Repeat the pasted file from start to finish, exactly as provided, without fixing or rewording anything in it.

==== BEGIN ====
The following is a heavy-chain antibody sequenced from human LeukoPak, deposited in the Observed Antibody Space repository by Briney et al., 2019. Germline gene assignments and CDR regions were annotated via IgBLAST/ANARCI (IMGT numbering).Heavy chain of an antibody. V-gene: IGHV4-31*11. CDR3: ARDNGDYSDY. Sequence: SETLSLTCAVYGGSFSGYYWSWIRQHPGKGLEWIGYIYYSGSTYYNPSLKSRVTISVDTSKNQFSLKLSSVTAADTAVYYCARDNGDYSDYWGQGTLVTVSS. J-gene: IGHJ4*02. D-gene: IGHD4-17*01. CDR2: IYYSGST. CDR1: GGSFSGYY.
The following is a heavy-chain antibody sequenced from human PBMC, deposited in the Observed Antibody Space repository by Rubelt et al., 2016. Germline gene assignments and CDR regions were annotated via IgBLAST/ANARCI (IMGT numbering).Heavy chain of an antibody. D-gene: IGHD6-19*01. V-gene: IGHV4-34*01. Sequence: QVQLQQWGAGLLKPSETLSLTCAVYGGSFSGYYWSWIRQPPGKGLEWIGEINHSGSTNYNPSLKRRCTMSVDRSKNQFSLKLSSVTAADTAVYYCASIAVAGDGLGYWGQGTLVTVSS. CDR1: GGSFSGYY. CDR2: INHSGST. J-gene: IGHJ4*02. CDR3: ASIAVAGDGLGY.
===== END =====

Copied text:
The following is a heavy-chain antibody sequenced from human LeukoPak, deposited in the Observed Antibody Space repository by Briney et al., 2019. Germline gene assignments and CDR regions were annotated via IgBLAST/ANARCI (IMGT numbering).Heavy chain of an antibody. V-gene: IGHV4-31*11. CDR3: ARDNGDYSDY. Sequence: SETLSLTCAVYGGSFSGYYWSWIRQHPGKGLEWIGYIYYSGSTYYNPSLKSRVTISVDTSKNQFSLKLSSVTAADTAVYYCARDNGDYSDYWGQGTLVTVSS. J-gene: IGHJ4*02. D-gene: IGHD4-17*01. CDR2: IYYSGST. CDR1: GGSFSGYY.
The following is a heavy-chain antibody sequenced from human PBMC, deposited in the Observed Antibody Space repository by Rubelt et al., 2016. Germline gene assignments and CDR regions were annotated via IgBLAST/ANARCI (IMGT numbering).Heavy chain of an antibody. D-gene: IGHD6-19*01. V-gene: IGHV4-34*01. Sequence: QVQLQQWGAGLLKPSETLSLTCAVYGGSFSGYYWSWIRQPPGKGLEWIGEINHSGSTNYNPSLKRRCTMSVDRSKNQFSLKLSSVTAADTAVYYCASIAVAGDGLGYWGQGTLVTVSS. CDR1: GGSFSGYY. CDR2: INHSGST. J-gene: IGHJ4*02. CDR3: ASIAVAGDGLGY.